Forsyth County commissioners are considering potential redistricting for commissioners districts within the county because of population changes shown in the 2020 Census. Any potential changes would only effect the districts for county commissioners in Forsyth County and not any other elected officials. 

Pursuant to the U.S. Constitution and State law, each district should ideally have a population that is proportionate to the number of commissioners elected from that district. Ideally, District A, which elects two commissioners and is primarily in East Winston, should have one-third of the county’s population, while District B, which elects four commissioners and covers the rest of the county, should have two-thirds of the population. The one at-large commissioner seat does not factor into the formula. 

The 2020 Census found that the total county population was 382,590, with 123,420 residents in District A and 259,170 residents in District B.  That means there’s 61,710 people per commissioner for District A and 64,793 per commissioner for District B.  

Ideally, there would be 63,765 constituents for each of the six commissioners elected from a district.  The ideal population for District A is 127,530 and for District B it is 255,060.  

Local governments are required to redistrict if a district is 5 percent larger or smaller than the ideal size. Because District B is 1.6 percent larger than the ideal size and District A is 3.2 percent smaller, the commissioners have the option of adding a precinct to District A or keeping the current districts.  

A presentation was given to county commissioners on their options on September 9, with tentative plans for the commissioners to vote on redistricting during their October 7 meeting.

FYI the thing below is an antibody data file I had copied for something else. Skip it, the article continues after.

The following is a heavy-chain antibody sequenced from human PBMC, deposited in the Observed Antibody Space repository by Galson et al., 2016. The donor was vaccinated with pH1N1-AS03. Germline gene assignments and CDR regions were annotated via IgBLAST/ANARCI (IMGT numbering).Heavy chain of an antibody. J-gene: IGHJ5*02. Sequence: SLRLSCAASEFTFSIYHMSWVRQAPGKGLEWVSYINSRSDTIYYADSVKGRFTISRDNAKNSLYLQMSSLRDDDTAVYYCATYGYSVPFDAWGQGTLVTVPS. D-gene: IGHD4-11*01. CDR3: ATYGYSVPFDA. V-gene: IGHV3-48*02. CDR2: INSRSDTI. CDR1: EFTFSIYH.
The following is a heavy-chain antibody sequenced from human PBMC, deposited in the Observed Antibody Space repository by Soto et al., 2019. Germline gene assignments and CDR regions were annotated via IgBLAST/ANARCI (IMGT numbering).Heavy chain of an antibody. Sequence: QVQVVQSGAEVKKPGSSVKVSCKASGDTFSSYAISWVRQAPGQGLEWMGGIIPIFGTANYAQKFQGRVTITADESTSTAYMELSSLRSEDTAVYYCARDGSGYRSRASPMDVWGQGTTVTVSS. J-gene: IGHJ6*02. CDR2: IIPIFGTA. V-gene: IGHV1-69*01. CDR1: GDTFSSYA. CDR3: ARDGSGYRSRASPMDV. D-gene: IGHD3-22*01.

During this week's presentation, four options were presented to the commissioners for precincts they could add to District A if they choose to bring the districts closer to their ideal sizes. The precincts are: 

  • Precinct 033, with a population of 4,360, which runs along the commercial and industrial areas on the north side of Patterson Avenue and US 52, and stretches into rural areas along Germanton Road. Its addition would make District A  0.2 percent over the ideal size. 
  • Precinct 122, with a population of 4,886, which runs west from Peters Creek Parkway, where Lowe’s and Wal-Mart are located, into more suburban areas. Its addition would make District A  0.6 percent over the ideal size 
  • Precinct 601, with a population of 2,872, runs along the southside of Salem Parkway from Salem College and Old Salem, through West Salem, and to the parking decks of Baptist Hospital along South Hawthorne Road. Its addition would make District A 1 percent under the ideal size. 
  • Precinct 905, with a population of 4,961, includes the northern half of Wake Forest’s campus and runs along the east side of Reynolda Road and the west side of University Parkway and Bethabara Road. Its addition would make District A  0.7 percent over the ideal size. 

Precincts must be adjacent to a district to be added to it.  Precincts 601 and 905 primarily consist of Qualified Census Tracts, which are lower income areas.  Most precincts in District A contain Qualified Census Tracts. 

Forsyth County’s two Board of Commissioners districts  were created in 1989, when the North Carolina General Assembly passed a local act establishing the electoral districts. County commissioners have the ability to determine the precincts in each district. They do not have the authority to create additional districts, eliminate the current ones, or change the number of Commissioners elected from each district. 

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